PHILADELPHIA In the early days of Philadelphia, the riverfront near Penn Treaty Park was known for its sandy white beaches.

In the early 18th century, it became a hub for shipbuilding. Much later, in 1920, the Philadelphia Electric Co. built a coal-fired power station on that stretch of the Delaware River.

Today, Beach Street in Fishtown looks like a sad monument to the city's lost industrial past.

The old power station is gutted and defaced with graffiti, surrounded by acres of empty land used for storing construction equipment.

After years of wrestling over ways to revitalize the area, city planners are hearing fresh suggestions - from Wynn Resorts.

The Las Vegas casino operator's group is one of six vying for the city's second casino license. A decision on the license is still many months away and rests with state gaming commissioners, not city officials.

But Wynn Resorts is talking informally to city planners and neighbors about what the company would do to spur additional development if it emerged the winner.

Wynn Philadelphia has a vested interest in the future of the neighborhood: Beach Street would be at its front door.

Alan Greenberger, the city's deputy mayor of economic development, said it would be "odd" to have Wynn's $925 million investment surrounded by urban wasteland.

"It makes us wonder what's the attraction of being in this place, if you're surrounded by highways and undeveloped waterfront," he said in an interview.

Wynn Resorts has an option to buy 60 waterfront acres where North Beach Street bends into Richmond Street. The site is also next to the new I-95 interchange for Girard Avenue.

To improve Beach Street, the company would invest in the streetscape, including lights, road improvements, landscaping, and sidewalks, said Terry McKenna, a principal of Keating Consulting, developer of the Wynn project.

"We recognize the street is a mess," McKenna said. The investment would be "north of $5 million, inching closer to $10 million," he said.

In addition, Wynn Resorts has decided to change the orientation of 18 acres of open space from the northern to the southern side of its site, McKenna said.

"That will spur further development on Beach Street," he said.

The city's current master plan for the central Delaware River waterfront calls for light industry on this stretch of Beach Street.

McKenna said that if the Wynn project were awarded a license, the area would be better suited for a mix of residential, retail, and office space.

But he said the company was not interested in acquiring additional land or spearheading ancillary development.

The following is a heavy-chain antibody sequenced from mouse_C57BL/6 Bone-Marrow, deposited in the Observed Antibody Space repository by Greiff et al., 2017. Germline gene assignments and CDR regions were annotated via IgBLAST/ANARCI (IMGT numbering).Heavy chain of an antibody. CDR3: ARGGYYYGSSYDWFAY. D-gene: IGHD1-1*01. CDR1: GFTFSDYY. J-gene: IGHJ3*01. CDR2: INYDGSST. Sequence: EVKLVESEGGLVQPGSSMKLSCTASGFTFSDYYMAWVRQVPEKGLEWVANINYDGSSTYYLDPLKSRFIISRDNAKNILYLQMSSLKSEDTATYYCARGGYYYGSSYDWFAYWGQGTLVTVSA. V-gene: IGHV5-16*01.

"It's not our focus," McKenna said.

He added that the Wynn project and PennDot's improvements to the Girard Avenue interchange would amount to almost $2 billion in new investment for the area.

"That's unheard of," he said.

At a September hearing before the state's Gaming Control Board, Greenberger raised concerns about having a second casino just a mile from the SugarHouse Casino in Fishtown and Northern Liberties.

But he testified that if the Wynn proposal were "augmented" with ideas for improving the area in between, "a powerful transformation could take place on our waterfront."

Otherwise, Beach Street would have two significant developments "without anything in between," he said.

The biggest hurdle in the way of development on Beach Street is the hulking former Peco power station, now owned by Exelon Corp.

Exelon still operates four combustion turbines on Beach Street, but the old, five-story Delaware Station is empty. Designed by John T. Windrim, the noted commercial architect whose firm also designed the Franklin Institute, it was built during an era when even utilitarian structures conveyed the same civic pride as museums.

Robert Judge Sr., a spokesman for Exelon, said the company had no plans to redevelop the station. But he added that Exelon "periodically evaluates alternatives to redevelopment or reuse of all its sites."

There is precedent for finding new uses for power stations. In 2003, Preferred Real Estate Inc. finished a $65 million conversion into office space of the Chester station of the Delaware County Electric Company.

McKenna toured Exelon's Delaware Station several weeks ago. All the giant turbines have been removed. "It's massive inside," he said.

He said Keating Consulting had contacted "a handful of major developers" in the United States and abroad to test the waters of potential interest in the area.

"People are coming back and saying, yes, it has all the makings of significant development," McKenna said. But without the Wynn project, he added, "I don't see anything happening on Beach Street anytime soon."

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